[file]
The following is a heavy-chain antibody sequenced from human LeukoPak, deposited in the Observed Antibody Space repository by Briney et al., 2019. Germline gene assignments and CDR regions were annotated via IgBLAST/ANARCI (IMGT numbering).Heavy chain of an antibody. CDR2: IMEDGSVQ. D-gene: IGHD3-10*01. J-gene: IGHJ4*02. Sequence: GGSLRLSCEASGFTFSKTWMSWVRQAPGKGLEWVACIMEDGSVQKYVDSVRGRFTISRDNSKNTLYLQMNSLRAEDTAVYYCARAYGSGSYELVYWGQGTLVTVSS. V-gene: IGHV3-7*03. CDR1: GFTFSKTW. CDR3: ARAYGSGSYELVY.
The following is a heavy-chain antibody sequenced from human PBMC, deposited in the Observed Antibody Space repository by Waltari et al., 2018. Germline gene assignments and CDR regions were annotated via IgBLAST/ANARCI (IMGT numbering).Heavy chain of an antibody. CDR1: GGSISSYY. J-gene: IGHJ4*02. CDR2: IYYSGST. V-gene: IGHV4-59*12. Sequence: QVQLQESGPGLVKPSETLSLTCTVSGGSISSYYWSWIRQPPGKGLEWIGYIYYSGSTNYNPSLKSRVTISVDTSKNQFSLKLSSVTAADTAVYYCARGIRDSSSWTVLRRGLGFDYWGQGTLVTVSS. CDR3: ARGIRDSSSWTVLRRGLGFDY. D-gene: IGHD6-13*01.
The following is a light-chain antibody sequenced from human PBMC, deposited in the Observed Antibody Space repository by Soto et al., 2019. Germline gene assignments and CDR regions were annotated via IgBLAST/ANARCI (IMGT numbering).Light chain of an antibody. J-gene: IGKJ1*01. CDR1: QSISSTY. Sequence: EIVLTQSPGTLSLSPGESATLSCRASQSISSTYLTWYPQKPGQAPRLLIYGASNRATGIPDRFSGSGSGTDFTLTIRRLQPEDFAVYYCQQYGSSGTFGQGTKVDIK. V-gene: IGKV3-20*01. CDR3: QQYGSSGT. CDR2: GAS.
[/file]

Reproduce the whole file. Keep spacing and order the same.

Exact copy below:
The following is a heavy-chain antibody sequenced from human LeukoPak, deposited in the Observed Antibody Space repository by Briney et al., 2019. Germline gene assignments and CDR regions were annotated via IgBLAST/ANARCI (IMGT numbering).Heavy chain of an antibody. CDR2: IMEDGSVQ. D-gene: IGHD3-10*01. J-gene: IGHJ4*02. Sequence: GGSLRLSCEASGFTFSKTWMSWVRQAPGKGLEWVACIMEDGSVQKYVDSVRGRFTISRDNSKNTLYLQMNSLRAEDTAVYYCARAYGSGSYELVYWGQGTLVTVSS. V-gene: IGHV3-7*03. CDR1: GFTFSKTW. CDR3: ARAYGSGSYELVY.
The following is a heavy-chain antibody sequenced from human PBMC, deposited in the Observed Antibody Space repository by Waltari et al., 2018. Germline gene assignments and CDR regions were annotated via IgBLAST/ANARCI (IMGT numbering).Heavy chain of an antibody. CDR1: GGSISSYY. J-gene: IGHJ4*02. CDR2: IYYSGST. V-gene: IGHV4-59*12. Sequence: QVQLQESGPGLVKPSETLSLTCTVSGGSISSYYWSWIRQPPGKGLEWIGYIYYSGSTNYNPSLKSRVTISVDTSKNQFSLKLSSVTAADTAVYYCARGIRDSSSWTVLRRGLGFDYWGQGTLVTVSS. CDR3: ARGIRDSSSWTVLRRGLGFDY. D-gene: IGHD6-13*01.
The following is a light-chain antibody sequenced from human PBMC, deposited in the Observed Antibody Space repository by Soto et al., 2019. Germline gene assignments and CDR regions were annotated via IgBLAST/ANARCI (IMGT numbering).Light chain of an antibody. J-gene: IGKJ1*01. CDR1: QSISSTY. Sequence: EIVLTQSPGTLSLSPGESATLSCRASQSISSTYLTWYPQKPGQAPRLLIYGASNRATGIPDRFSGSGSGTDFTLTIRRLQPEDFAVYYCQQYGSSGTFGQGTKVDIK. V-gene: IGKV3-20*01. CDR3: QQYGSSGT. CDR2: GAS.